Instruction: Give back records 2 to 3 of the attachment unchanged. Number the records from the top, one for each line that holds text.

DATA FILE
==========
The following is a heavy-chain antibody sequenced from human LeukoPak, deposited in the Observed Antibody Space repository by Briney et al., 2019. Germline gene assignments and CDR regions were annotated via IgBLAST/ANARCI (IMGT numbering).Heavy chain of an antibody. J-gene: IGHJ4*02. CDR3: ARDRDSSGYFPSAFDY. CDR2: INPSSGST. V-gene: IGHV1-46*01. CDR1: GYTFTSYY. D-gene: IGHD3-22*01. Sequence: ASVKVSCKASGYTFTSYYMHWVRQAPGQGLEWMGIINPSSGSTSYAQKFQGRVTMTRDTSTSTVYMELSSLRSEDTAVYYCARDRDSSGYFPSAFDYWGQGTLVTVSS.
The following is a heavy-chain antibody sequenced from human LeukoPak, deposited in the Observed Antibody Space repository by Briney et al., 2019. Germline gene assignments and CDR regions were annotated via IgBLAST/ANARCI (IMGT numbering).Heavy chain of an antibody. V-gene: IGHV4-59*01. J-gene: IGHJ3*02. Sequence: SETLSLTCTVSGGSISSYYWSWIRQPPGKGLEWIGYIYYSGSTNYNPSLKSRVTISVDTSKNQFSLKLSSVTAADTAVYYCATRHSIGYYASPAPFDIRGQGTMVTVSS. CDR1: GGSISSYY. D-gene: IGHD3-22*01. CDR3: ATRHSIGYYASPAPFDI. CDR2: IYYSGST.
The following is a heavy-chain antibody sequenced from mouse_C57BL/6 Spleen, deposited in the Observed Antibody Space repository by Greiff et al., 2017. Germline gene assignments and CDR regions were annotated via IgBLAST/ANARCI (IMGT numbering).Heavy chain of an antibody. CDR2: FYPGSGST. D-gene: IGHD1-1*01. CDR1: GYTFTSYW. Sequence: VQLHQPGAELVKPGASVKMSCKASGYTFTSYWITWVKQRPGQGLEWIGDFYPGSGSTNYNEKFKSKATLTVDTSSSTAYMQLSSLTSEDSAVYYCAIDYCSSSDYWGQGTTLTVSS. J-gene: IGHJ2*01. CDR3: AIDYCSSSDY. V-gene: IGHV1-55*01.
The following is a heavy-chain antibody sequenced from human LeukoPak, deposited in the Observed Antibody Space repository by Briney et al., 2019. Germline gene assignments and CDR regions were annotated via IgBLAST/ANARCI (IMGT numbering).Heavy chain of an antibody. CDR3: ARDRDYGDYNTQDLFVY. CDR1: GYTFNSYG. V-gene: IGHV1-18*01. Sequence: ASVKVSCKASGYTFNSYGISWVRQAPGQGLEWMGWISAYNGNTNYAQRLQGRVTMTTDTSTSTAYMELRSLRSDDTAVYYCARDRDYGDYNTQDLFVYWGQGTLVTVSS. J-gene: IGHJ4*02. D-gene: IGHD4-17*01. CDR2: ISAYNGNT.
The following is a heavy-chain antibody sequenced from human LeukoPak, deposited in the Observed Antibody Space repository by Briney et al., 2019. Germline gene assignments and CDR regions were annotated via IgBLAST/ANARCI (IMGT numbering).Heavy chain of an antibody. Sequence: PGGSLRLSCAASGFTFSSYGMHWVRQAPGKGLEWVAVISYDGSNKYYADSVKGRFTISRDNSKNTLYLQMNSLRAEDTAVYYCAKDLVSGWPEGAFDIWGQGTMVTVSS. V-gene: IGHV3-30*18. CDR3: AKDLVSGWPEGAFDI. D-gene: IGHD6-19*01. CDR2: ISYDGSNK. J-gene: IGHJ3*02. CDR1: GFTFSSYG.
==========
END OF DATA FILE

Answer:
The following is a heavy-chain antibody sequenced from human LeukoPak, deposited in the Observed Antibody Space repository by Briney et al., 2019. Germline gene assignments and CDR regions were annotated via IgBLAST/ANARCI (IMGT numbering).Heavy chain of an antibody. V-gene: IGHV4-59*01. J-gene: IGHJ3*02. Sequence: SETLSLTCTVSGGSISSYYWSWIRQPPGKGLEWIGYIYYSGSTNYNPSLKSRVTISVDTSKNQFSLKLSSVTAADTAVYYCATRHSIGYYASPAPFDIRGQGTMVTVSS. CDR1: GGSISSYY. D-gene: IGHD3-22*01. CDR3: ATRHSIGYYASPAPFDI. CDR2: IYYSGST.
The following is a heavy-chain antibody sequenced from mouse_C57BL/6 Spleen, deposited in the Observed Antibody Space repository by Greiff et al., 2017. Germline gene assignments and CDR regions were annotated via IgBLAST/ANARCI (IMGT numbering).Heavy chain of an antibody. CDR2: FYPGSGST. D-gene: IGHD1-1*01. CDR1: GYTFTSYW. Sequence: VQLHQPGAELVKPGASVKMSCKASGYTFTSYWITWVKQRPGQGLEWIGDFYPGSGSTNYNEKFKSKATLTVDTSSSTAYMQLSSLTSEDSAVYYCAIDYCSSSDYWGQGTTLTVSS. J-gene: IGHJ2*01. CDR3: AIDYCSSSDY. V-gene: IGHV1-55*01.